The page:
Friday, August 30, 2013

Greinke And His Key Change

Old piece from Deadspin, but a great article on how Zack Greinke has changed his pitch repertoire and improved results:

Greinke has pitched past the sixth inning in all but four of his starts since then. He's allowed more than three earned runs just three times. His ERA has fallen all the way to 2.86. He has 77 strikeouts and just 24 walks in his last 13 starts—totals that include a seven-walk outing against the Rockies in early July, when L.A.'s offense bailed him out. Greinke is also inducing a lot more ground balls: 71 in his first nine starts, 133 in his last 13.

This chart illustrates what's different. Notice the spike in the percentage of changeups Greinke has thrown in the last month:

In June, Greinke threw his changeup just 9.58 percent of the time. In July, that number ticked up slightly, to 10.50 percent. But in his five starts this month, fully one in five of his pitches (20.99 percent) has been a changeup. He's throwing it twice as frequently as he did last month; he hasn't used it this often in a full month at any point in his career.

In fact, per Brooks Baseball, Greinke has already thrown nearly as many changeups in five starts this month (115) as he did in 12 combined starts in June and July (125). He's also gotten hitters to swing at 55.65 percent of his changeups in August.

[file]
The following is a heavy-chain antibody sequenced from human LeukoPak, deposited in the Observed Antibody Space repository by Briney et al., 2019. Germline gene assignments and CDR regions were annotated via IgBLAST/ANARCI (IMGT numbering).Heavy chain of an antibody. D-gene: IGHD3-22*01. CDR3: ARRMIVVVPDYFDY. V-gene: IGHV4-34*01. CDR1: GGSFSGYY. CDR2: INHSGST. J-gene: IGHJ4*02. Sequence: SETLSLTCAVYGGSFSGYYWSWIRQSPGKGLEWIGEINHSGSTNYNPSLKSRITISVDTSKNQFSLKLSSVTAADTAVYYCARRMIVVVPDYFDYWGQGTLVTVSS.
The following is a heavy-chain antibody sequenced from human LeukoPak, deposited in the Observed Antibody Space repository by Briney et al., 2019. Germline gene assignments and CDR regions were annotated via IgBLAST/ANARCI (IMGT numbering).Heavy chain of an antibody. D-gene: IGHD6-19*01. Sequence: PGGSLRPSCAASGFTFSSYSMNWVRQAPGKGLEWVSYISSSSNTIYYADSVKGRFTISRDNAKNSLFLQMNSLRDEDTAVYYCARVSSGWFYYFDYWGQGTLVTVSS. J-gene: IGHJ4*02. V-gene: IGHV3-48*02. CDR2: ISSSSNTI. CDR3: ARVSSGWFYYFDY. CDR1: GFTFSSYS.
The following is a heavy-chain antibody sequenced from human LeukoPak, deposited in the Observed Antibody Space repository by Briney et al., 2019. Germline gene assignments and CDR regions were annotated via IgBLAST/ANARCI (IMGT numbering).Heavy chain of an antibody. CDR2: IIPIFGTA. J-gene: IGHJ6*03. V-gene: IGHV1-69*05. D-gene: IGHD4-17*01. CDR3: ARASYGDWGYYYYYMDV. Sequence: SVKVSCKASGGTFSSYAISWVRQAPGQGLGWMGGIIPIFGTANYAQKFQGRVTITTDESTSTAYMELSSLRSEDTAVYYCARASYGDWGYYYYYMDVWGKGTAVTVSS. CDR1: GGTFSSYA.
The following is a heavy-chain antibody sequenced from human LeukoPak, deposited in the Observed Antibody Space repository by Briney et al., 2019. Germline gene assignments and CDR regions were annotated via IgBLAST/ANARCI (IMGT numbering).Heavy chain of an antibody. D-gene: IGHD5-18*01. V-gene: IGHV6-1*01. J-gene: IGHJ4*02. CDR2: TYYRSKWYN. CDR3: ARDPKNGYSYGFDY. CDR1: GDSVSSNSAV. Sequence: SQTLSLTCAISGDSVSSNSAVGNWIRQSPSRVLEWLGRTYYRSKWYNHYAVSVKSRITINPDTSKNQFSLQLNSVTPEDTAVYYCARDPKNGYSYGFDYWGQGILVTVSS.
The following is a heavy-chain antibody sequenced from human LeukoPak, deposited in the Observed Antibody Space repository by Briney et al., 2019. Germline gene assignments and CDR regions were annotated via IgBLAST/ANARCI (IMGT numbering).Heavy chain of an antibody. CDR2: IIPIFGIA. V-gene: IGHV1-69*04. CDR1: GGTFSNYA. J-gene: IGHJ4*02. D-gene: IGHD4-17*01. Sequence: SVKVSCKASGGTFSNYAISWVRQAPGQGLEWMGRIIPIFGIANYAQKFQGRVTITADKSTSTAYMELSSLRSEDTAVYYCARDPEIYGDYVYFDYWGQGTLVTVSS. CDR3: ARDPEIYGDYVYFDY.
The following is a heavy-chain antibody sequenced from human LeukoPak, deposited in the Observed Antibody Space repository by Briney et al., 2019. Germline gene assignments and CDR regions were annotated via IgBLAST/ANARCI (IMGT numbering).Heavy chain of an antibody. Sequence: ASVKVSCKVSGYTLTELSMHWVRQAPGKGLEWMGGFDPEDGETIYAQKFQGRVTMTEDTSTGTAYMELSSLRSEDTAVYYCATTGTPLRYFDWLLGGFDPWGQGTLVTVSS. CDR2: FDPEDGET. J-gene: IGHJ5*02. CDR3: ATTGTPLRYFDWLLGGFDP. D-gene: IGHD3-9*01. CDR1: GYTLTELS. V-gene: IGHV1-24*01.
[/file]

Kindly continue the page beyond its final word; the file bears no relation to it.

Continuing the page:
The chart below demonstrates how Greinke has thrown more changeups of late at the expense of his three power pitches: the four-seam fastball, sinker, and cutter. Hitters just haven't been able to catch up. All of a sudden, the $147 million contract the Dodgers signed Greinke to last winter looks like a perfectly reasonable investment.

Down in the comments of this article, our old friend MSTI also got some love, as Mike Petriello looked at pitch selection and found Greinke's decreasing reliance on his slider:

There’s more than a few recent studies that point to slider usage being a concern for elbow health, and as we know Greinke dealt with exactly that problem this spring. My guess here — and that’s all it is — is not that he’s still feeling pain and therefore can’t throw it, but that he’s attempting to head off any future issues by avoiding it. (Again, total speculation there.)

But without his slider, he’s not getting lit up — far from it. Really, the takeaway from this for me is that Greinke is even more impressive than I thought he was. How many pitchers can you think of who could simply stop using their most effective pitch and still keep runs off the board in the way he has? He may not pile up the strikeouts in the way that we’d hope, but he’s more than making up for it. Incredible.

Greinke has indeed been an incredible pickup for us this season, and hopefully far beyond. Keep up the good work, Zack!